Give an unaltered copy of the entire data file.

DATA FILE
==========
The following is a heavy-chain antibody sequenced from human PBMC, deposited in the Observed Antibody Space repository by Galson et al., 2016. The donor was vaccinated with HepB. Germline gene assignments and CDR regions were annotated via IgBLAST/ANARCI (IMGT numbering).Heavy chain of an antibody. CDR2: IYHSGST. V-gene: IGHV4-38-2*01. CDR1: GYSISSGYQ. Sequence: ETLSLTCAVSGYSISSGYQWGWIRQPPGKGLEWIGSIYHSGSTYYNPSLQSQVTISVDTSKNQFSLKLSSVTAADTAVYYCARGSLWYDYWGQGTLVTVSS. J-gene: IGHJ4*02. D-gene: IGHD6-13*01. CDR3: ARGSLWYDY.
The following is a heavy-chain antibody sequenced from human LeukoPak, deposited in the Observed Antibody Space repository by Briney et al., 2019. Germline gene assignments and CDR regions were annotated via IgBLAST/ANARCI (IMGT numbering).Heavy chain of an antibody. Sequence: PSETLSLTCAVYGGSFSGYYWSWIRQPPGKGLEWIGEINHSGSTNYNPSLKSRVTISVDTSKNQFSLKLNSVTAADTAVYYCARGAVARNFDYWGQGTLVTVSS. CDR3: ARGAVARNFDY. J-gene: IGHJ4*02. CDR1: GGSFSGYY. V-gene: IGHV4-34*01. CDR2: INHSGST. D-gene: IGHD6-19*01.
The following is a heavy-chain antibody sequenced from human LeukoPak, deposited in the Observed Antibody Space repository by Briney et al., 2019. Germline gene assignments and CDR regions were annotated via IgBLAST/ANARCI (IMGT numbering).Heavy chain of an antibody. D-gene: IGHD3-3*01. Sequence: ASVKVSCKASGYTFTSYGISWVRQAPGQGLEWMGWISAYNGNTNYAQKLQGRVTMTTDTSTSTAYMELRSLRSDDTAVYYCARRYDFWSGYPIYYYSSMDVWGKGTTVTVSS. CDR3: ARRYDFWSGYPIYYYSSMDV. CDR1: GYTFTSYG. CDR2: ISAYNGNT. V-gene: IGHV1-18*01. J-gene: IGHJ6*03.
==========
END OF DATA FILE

The following is a heavy-chain antibody sequenced from human PBMC, deposited in the Observed Antibody Space repository by Galson et al., 2016. The donor was vaccinated with HepB. Germline gene assignments and CDR regions were annotated via IgBLAST/ANARCI (IMGT numbering).Heavy chain of an antibody. CDR2: IYHSGST. V-gene: IGHV4-38-2*01. CDR1: GYSISSGYQ. Sequence: ETLSLTCAVSGYSISSGYQWGWIRQPPGKGLEWIGSIYHSGSTYYNPSLQSQVTISVDTSKNQFSLKLSSVTAADTAVYYCARGSLWYDYWGQGTLVTVSS. J-gene: IGHJ4*02. D-gene: IGHD6-13*01. CDR3: ARGSLWYDY.
The following is a heavy-chain antibody sequenced from human LeukoPak, deposited in the Observed Antibody Space repository by Briney et al., 2019. Germline gene assignments and CDR regions were annotated via IgBLAST/ANARCI (IMGT numbering).Heavy chain of an antibody. Sequence: PSETLSLTCAVYGGSFSGYYWSWIRQPPGKGLEWIGEINHSGSTNYNPSLKSRVTISVDTSKNQFSLKLNSVTAADTAVYYCARGAVARNFDYWGQGTLVTVSS. CDR3: ARGAVARNFDY. J-gene: IGHJ4*02. CDR1: GGSFSGYY. V-gene: IGHV4-34*01. CDR2: INHSGST. D-gene: IGHD6-19*01.
The following is a heavy-chain antibody sequenced from human LeukoPak, deposited in the Observed Antibody Space repository by Briney et al., 2019. Germline gene assignments and CDR regions were annotated via IgBLAST/ANARCI (IMGT numbering).Heavy chain of an antibody. D-gene: IGHD3-3*01. Sequence: ASVKVSCKASGYTFTSYGISWVRQAPGQGLEWMGWISAYNGNTNYAQKLQGRVTMTTDTSTSTAYMELRSLRSDDTAVYYCARRYDFWSGYPIYYYSSMDVWGKGTTVTVSS. CDR3: ARRYDFWSGYPIYYYSSMDV. CDR1: GYTFTSYG. CDR2: ISAYNGNT. V-gene: IGHV1-18*01. J-gene: IGHJ6*03.